Don’t forget the Supermoon coming up. The moon will be pretty close to full tonight.
I subscribed to the theory that black holes in the centers of galaxies, the supermassive ones were all surrounded by a torus and it was how the galactic plane was angled toward us that made them appear different. NASA’s Wide-field Infrared Survey Explorer (WISE) casts a shadow doubt on this so-called unified theory of active supermassive black holes:
From the Wise site:
Active, supermassive black holes at the hearts of galaxies tend to fall into two categories: those that are hidden by dust, and those that are exposed. Data from NASA’s Wide-field Infrared Survey Explorer, or WISE, have shown that galaxies with hidden supermassive black holes tend to clump together in space more than the galaxies with exposed, or unobscured, black holes.
Those whom subscribe to the idea of cosmic inflation theory of the Big Bang are a little closer having the idea confirmed. The Background Imaging of Cosmic Extragalactic Polarisation — BICEP2 — experiment at the South Pole has spotted the footprints of something called primordial gravitational waves.
The “instruments” used to detect the primordial gravity waves are both huge and exquisitely precise.
Apparently I didn’t miss too much not being able to see the Camelopardalis meteor shower due to rain. Oh well it goes like that sometimes.
The Mars Reconnaissance Orbiter using the MARCI, the Mars Color Imager used as a weather monitoring camera took an image of a new crater on Mars. The crater, first appeared in March 2012 was caused by an air-bursting meteor. Intense pressures caused by friction with the thin Martian atmosphere caused the meteor to explode before it impacted the ground. We see that happen on Earth too. An example is the the Russian meteor last year in Chelyabinsk.
While you are out tonight or early tomorrow morning enjoying (or at least looking for) the Camelopardalis meteor shower — you ARE going to look right? — you can see a double star too maybe even at the same time.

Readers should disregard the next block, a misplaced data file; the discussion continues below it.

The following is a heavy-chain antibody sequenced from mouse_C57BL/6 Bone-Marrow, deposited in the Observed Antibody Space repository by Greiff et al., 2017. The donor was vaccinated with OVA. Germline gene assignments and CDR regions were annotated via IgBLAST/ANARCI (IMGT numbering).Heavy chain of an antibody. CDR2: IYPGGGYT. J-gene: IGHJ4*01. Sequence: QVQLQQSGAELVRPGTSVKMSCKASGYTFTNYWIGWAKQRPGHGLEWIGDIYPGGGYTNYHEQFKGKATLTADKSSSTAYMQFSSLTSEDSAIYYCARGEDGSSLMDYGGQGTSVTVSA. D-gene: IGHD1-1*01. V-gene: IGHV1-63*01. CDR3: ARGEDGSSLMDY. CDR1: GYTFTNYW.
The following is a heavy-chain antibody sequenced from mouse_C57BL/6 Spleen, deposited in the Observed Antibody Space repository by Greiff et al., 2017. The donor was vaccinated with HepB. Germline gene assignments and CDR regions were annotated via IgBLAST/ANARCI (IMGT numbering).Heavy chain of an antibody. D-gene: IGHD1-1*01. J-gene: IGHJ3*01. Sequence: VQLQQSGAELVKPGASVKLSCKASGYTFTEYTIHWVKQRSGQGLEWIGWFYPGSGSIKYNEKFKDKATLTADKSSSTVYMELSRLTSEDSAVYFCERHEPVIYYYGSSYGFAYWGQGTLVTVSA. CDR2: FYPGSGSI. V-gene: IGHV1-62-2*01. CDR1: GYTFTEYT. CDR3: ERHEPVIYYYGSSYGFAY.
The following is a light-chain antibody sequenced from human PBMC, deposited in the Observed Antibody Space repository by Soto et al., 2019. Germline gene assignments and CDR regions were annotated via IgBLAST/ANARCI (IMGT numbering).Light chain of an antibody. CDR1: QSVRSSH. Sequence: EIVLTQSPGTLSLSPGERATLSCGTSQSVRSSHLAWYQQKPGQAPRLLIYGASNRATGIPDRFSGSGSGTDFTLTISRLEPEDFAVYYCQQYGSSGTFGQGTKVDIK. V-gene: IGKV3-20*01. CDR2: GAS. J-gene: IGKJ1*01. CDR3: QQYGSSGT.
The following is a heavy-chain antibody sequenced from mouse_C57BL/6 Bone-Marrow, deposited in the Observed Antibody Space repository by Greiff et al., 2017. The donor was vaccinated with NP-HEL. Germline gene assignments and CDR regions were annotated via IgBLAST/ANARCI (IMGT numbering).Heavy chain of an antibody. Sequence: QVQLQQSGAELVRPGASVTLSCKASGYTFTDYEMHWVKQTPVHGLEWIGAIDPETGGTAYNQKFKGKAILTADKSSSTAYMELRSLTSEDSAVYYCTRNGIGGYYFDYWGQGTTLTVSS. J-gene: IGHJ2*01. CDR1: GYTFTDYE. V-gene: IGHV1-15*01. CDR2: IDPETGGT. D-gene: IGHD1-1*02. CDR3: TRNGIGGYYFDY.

The stars, Mizar and Alcor are in the constellation Ursa Major (also The Big Dipper or The Plough). The picture below will help you get your bearings. In the “handle” of the “dipper” the second star is named Mizar. Mizer has a partner called Alcor. I’ve heard stories the pair was used to as a vision test, if you could resolve the pair you had “normal” eyes. Maybe you have good eyes and can see both, I’ve not had that experience, skies were darker not so many years ago too and that had to help. Still it’s right there get your eyes dark adapted (no lights for about 15 minutes should do it) and have a look.
Note: The Mizar and Alcor pair are much more than a pair. Mizar is really part of a four-star system and Alcor is part of another binary system and apparently all are gravitationally bound. A sextuple system!
Better yet if you have even a small pair of binoculars, take a look at that star and you will see the pair. Click the image to see them resolved.
Also notice how the end two stars making the “dipper” part sort of point to the star labeled Polaris. Polaris is of course the “North Star. The meteor shower should emanate from the constellation Camelopardalis which is between Polaris and your northern horizon early on. Normally we think of stars moving from East to West, but the stars in Camelopardalis, being “below” Polaris will rotate to the East as the night goes on.
Here’s a picture to help. I would imagine if the meteor shower is anything at all you will find the radiant pretty easily if you just look north.
But what to do if is cloudy? All is not lost, turns out the forecast for me is rain, naturally. I’ll be watching on SLOOH if nothing else.
Don’t forget about this new meteor shower on Friday night. Hoping for clear skies on Friday overnight into Saturday, I’ll have a link to Slooh just in case.
Quick hints: Likely best viewed in the early Saturday morning hours and basically look north, if the shower occurs you should see it (assuming you have good skies of course).